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Can someone explain the physical architecture of RAID 10 in complete layman's terms?

I'm trying to figure out how exactly works the RAID 10 in linux with mdadm.

I want to create a RAID 10 out of 4 partitions, let's say a, b, c and d. a and b are on the array 1, c and d array 2.

So what I want is to have the couple a and b, c and d in RAID 0. Then on top of that, a RAID 1.

The option in the mdadm command to configure the layout is -p, --layout with option : near, far, offset see here

I want to keep my data safe if the array 1 fails for example, that would mean that every chunk of data are always copied on both arrays.

How do I have to set my RAID 10, near or far ?

EDIT: 1 more information very important: In fact, I have 2 * DriveDUO 320GB that are each of them, detected as 2 * 160GB. So a and b are "linked" together and if one fails, the other fails because they are on the same card/PCI-E.

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marked as duplicate by Chris S, John Gardeniers, Scott Pack, Tom O'Connor, Mark Henderson Jan 14 '11 at 3:12

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Can you be more specific about what you mean by two partitions on each array? Why would have you have two partitions on a single array in a RAID10? –  Zoredache Jan 12 '11 at 22:29
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Sounds like a strange idea to set up raid on top of partitions rather than disks. RAID is a "Redundant Array of Independent Disks", not partitions. –  micmcg Jan 12 '11 at 23:10
    
"I want to keep my data safe if the array 1 fails for example" - You've got it completely backwards. The reason to use RAID is to protect against disk failure. Perhaps you should take a few moments to read up about RAID and the underlying principles and reasons for using it before proceeding. –  John Gardeniers Jan 12 '11 at 23:47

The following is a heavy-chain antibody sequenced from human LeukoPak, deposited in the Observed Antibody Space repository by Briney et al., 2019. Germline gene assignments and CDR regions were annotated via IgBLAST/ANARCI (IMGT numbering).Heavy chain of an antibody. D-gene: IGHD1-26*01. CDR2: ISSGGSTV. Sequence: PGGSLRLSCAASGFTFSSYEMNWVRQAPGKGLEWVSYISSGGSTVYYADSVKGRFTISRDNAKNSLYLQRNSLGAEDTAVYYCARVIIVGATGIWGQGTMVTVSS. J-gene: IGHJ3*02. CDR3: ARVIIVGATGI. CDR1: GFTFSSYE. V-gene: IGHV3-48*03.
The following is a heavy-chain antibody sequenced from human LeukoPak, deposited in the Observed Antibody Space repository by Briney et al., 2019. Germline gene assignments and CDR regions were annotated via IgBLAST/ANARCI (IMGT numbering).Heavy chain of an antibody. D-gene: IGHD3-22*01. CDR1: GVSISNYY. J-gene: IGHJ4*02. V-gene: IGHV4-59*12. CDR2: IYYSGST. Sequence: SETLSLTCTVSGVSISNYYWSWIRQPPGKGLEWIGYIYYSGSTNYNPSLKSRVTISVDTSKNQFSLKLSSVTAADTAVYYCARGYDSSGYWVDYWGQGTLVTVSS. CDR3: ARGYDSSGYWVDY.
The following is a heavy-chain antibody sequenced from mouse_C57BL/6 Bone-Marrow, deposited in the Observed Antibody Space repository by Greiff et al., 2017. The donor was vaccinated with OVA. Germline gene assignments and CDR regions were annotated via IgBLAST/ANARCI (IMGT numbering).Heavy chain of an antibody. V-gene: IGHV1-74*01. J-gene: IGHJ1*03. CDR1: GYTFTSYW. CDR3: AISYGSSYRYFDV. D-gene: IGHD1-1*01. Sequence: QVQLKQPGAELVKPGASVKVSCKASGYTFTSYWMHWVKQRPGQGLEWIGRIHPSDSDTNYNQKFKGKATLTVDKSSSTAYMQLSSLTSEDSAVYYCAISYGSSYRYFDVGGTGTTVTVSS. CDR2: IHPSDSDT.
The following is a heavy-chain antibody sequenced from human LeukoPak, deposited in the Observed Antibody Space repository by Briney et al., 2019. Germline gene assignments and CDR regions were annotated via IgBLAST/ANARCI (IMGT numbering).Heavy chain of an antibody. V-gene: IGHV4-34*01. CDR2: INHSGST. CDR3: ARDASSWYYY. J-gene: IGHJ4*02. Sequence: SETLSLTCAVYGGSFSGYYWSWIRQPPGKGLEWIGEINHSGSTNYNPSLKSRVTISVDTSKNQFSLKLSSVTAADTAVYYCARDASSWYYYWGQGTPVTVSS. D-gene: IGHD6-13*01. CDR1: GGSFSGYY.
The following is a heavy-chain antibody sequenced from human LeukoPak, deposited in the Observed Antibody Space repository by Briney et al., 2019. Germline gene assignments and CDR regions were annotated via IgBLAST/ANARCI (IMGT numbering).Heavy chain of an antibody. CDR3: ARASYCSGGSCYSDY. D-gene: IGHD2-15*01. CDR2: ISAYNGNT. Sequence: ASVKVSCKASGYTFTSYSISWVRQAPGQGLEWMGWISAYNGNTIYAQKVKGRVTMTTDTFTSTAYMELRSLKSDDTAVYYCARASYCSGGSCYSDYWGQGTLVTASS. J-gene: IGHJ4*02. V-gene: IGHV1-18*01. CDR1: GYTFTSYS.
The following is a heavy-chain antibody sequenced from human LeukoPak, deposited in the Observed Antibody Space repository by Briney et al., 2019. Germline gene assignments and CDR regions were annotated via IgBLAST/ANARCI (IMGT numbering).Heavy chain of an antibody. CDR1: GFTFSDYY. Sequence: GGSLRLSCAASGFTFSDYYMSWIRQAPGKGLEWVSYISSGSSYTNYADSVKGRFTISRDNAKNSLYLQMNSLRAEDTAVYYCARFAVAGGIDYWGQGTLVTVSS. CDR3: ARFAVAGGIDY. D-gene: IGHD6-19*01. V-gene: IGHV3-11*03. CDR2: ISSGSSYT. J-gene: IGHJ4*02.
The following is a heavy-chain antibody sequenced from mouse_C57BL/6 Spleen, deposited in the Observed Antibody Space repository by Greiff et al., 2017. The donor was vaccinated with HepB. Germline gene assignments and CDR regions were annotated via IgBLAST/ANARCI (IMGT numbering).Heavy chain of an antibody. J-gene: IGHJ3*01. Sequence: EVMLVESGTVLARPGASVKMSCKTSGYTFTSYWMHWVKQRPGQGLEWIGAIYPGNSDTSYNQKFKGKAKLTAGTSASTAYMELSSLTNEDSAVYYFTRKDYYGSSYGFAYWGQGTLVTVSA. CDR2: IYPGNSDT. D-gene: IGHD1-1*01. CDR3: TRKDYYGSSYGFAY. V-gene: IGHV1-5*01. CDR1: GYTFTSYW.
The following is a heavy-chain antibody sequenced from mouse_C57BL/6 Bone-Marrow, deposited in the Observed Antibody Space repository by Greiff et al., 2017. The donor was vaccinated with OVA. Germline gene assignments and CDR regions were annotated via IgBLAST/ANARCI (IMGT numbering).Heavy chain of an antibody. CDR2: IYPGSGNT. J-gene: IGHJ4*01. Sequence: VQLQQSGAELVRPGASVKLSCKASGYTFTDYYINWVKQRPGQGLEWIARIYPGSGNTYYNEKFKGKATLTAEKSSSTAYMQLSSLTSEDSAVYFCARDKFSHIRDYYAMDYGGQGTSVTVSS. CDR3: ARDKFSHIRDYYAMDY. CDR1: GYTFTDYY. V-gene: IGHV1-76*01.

@micmcg, RAID10 is a nested RAID level. @Bastien974, in RAID10 you first mirror disks (RAID 1), then stripe them (RAID 0). –  Mircea Chirea Jan 13 '11 at 7:34
    
I'm gonna explain myself because I understand that it's a non sense to use partition. In fact, I have 2 FusionIO DriveDUO 320GB ( fusionio.com/products/iodriveduo ). Each of them are detected as 2 * 160GB. If 1 DriveDUO fails, I lost the 2 drives: a and b or c and d. –  Bastien974 Jan 13 '11 at 13:20

2 Answers 2

Setting your RAID-10 to near or far with Linux MD does not have any significant result on the reliability of the RAID. Instead, it is a performance optimization depending on if you have (sequential) read-heavy or write-heavy access.

If you have more sequential reads than writes, then you should choose 'far'.

If you have more writes than sequential reads, choose 'near'.

If you want something that should be optimal for both, and if you're using a large enough block size, choose 'offset'.

This is explained in md(4)

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As others noted, you need separate disks for each RAID volume member. Each physical disk can safely belong to multiple RAID volumes, but no disk should exist more than once in a single RAID volume. –  ewindisch Jan 13 '11 at 0:34
    
You have it backwards. The far layout is for sequential-read heavy tasks. The near layout is the default, and is more appropriate for workloads with more writes. –  RibaldEddie Jan 13 '11 at 5:22
    
@RibaldEddie thanks, you're right. –  ewindisch Jan 13 '11 at 6:13
    
But in my case, because a and b are linked, the RAID need to be set so a and b can be lost together --> far, am I correct ? –  Bastien974 Jan 13 '11 at 13:37

FYI

"So what I want is to have the couple a and b, c and d in RAID 0. Then on top of that, a RAID 1."

I would advise you otherwise.

Make a RAID 1 set of a and b, and c and d and then do RAID 0 on top of that. This will provide you better risk management. This will let you keep a RAID 0 even if one drive from both the set fails. You want RAID 1+0 and not RAID 0+1

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+1 for noting that the RAID levels were backwards. –  ewindisch Jan 13 '11 at 4:42

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